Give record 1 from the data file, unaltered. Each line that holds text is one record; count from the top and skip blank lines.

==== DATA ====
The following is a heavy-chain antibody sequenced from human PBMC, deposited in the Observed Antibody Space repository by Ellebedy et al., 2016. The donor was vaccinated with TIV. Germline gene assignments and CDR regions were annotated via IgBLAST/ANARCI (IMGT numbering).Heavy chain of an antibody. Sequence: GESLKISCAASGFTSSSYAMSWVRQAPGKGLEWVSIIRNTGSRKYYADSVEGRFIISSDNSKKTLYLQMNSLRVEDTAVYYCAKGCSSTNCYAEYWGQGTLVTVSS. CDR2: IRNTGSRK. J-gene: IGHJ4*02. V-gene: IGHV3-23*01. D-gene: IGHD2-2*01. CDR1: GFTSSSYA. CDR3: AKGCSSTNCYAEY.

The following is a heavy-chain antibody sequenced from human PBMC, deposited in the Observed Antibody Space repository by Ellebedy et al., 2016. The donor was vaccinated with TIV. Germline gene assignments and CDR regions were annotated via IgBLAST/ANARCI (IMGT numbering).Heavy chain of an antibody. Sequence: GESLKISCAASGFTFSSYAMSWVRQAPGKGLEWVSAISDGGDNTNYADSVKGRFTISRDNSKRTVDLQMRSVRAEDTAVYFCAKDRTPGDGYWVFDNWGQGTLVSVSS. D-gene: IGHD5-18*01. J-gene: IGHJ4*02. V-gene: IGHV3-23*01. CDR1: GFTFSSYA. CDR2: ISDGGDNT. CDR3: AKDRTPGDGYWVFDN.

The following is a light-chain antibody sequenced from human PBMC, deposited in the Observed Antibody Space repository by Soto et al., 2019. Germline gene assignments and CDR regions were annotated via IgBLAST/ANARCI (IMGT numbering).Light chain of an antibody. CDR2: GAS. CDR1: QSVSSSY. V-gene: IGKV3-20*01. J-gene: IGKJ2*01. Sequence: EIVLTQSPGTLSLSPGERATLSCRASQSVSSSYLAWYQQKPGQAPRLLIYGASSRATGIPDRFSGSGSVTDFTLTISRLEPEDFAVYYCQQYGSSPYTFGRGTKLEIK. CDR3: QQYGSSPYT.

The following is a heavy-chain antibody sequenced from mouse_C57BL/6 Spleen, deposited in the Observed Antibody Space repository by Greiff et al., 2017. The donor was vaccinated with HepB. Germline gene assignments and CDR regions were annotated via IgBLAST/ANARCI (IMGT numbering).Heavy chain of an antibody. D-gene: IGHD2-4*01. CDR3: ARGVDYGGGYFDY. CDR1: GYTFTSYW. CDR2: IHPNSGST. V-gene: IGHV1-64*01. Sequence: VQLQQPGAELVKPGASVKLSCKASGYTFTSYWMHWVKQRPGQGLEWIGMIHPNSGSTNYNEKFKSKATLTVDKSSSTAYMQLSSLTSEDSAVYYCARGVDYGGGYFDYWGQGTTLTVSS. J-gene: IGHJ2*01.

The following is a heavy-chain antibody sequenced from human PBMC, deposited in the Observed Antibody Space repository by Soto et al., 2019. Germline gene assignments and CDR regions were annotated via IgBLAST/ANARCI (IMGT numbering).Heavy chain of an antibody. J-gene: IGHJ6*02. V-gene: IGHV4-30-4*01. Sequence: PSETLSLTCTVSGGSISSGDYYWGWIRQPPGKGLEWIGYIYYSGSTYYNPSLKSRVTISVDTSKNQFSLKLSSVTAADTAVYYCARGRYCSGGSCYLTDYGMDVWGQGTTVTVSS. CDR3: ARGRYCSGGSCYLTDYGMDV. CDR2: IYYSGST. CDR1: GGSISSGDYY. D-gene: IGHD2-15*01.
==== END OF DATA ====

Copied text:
The following is a heavy-chain antibody sequenced from human PBMC, deposited in the Observed Antibody Space repository by Ellebedy et al., 2016. The donor was vaccinated with TIV. Germline gene assignments and CDR regions were annotated via IgBLAST/ANARCI (IMGT numbering).Heavy chain of an antibody. Sequence: GESLKISCAASGFTSSSYAMSWVRQAPGKGLEWVSIIRNTGSRKYYADSVEGRFIISSDNSKKTLYLQMNSLRVEDTAVYYCAKGCSSTNCYAEYWGQGTLVTVSS. CDR2: IRNTGSRK. J-gene: IGHJ4*02. V-gene: IGHV3-23*01. D-gene: IGHD2-2*01. CDR1: GFTSSSYA. CDR3: AKGCSSTNCYAEY.